Accelerometer data can also be used to model and classify road surfaces that a vehicle has driven on. This has applications to determine additional stresses on tyres as well as vibrations that could impact certain vehicle systems. Classifying roads in terms of their quality can also help local governments identify stretches that need maintenance and can provide transparency in the way funds are allocated to different areas under their purview.

Electric vehicles

The shift to EVs has been rapid over the past few years and this shift is expected to accelerate even further over the next few years. In addition to EV health monitoring and driving behaviour monitoring described above, vehicle parameters (voltage, current, temperature from multiple sub-systems) can be used along with ambient conditions and driving styles to model and compute more accurate and reliable estimates of driving range at different States of Charge (SOC) than currently available algorithms. Similarly, the relationships between multiple battery parameters can be used to model the State of Health (SOH) of batteries to indicate whether the battery needs to be replaced. At the system level too, optimizing charging networks and utilities (especially integration with renewable sources) and other infrastructure integration can be better informed through data analysis of driving patterns, resource availability and operations. The integration of EVs with smart grids is another emerging use case that is likely to generate more interest in the future with tremendous applications for the use of vehicle batteries to supply power to the grid during peak demand, to detect network deficiencies, maximize renewable energy uptake for vehicle charging, etc.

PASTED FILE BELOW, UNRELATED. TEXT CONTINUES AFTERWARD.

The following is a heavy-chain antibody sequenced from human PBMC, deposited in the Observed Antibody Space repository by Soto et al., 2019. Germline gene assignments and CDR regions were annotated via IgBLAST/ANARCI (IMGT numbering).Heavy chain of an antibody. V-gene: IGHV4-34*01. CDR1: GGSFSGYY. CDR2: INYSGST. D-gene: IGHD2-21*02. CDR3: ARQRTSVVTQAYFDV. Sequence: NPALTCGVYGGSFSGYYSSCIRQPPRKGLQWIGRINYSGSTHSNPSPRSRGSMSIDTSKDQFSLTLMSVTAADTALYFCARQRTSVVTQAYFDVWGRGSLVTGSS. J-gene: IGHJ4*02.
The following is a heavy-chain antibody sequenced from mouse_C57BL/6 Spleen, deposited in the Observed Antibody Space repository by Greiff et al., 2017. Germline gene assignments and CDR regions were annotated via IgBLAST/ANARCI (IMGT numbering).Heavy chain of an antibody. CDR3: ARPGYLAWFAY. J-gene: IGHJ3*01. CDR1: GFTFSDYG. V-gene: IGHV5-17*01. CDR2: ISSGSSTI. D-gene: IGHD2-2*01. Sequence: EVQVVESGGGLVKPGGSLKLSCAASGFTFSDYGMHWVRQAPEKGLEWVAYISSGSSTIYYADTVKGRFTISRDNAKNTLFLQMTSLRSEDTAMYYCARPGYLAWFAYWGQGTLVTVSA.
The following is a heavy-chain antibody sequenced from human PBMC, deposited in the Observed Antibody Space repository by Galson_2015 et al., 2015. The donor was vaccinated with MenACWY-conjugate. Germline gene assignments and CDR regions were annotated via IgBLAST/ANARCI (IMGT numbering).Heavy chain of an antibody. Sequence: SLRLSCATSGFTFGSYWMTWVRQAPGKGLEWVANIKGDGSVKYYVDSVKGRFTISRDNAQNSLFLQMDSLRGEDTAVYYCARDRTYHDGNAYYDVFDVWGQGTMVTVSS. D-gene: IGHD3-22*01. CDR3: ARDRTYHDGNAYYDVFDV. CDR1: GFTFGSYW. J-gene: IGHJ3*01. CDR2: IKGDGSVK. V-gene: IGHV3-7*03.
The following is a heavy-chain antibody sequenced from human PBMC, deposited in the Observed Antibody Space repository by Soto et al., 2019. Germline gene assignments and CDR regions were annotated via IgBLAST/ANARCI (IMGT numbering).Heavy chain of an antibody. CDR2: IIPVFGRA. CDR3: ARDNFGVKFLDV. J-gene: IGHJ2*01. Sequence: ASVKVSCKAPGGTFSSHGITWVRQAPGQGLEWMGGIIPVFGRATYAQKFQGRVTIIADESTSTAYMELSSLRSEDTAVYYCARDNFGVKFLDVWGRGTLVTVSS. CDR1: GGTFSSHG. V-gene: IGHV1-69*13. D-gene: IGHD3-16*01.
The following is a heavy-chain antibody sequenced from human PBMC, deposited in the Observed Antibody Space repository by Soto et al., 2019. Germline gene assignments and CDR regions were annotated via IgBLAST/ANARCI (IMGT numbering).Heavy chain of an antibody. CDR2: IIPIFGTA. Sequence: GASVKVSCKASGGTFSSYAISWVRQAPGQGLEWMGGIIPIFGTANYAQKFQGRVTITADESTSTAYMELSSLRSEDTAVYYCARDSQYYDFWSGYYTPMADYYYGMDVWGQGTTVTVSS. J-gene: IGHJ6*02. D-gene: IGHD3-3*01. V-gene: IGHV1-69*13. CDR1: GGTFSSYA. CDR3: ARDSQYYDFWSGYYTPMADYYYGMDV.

Conclusion

This article has outlined several applications and use cases of analyzing and modelling vehicle data. These range from vehicle development efforts of OEMs, improving safety, fuel economy and operational efficiencies of commercial fleets as well as passenger vehicles. Integration of contextual data such as weather and traffic conditions along with behavioural inputs that might be derived from the vehicle data itself or from additional sensors / feeds provide an opportunity for a richer analysis with deeper insights. The EV industry, including EV charging, is in early stages of development. Integrating advanced data analytics and modelling can add tremendous value to a variety of stakeholders across the value chain and can produce innovative business models to monetize such data. The future of the automotive sector within the overall mobility space offers great potential for the future and the first movers harnessing the power of data analytics are likely to benefit greatly in the application and monetization of automotive data. 

Author:

Dr. Ashwin Sabapath

Director, Data Science

Danlaw Inc

Ashwin has over 20 years of research and consulting experience and currently heads the Data Science practice at Danlaw Inc. He is responsible for building innovative solutions involving advanced statistical techniques applied to automotive and telematics data and has been leading the development of an analytics platform for the automotive sector integrating multiple services for vehicle health, risk scoring and other sensor based models.

Published in Telematics Wire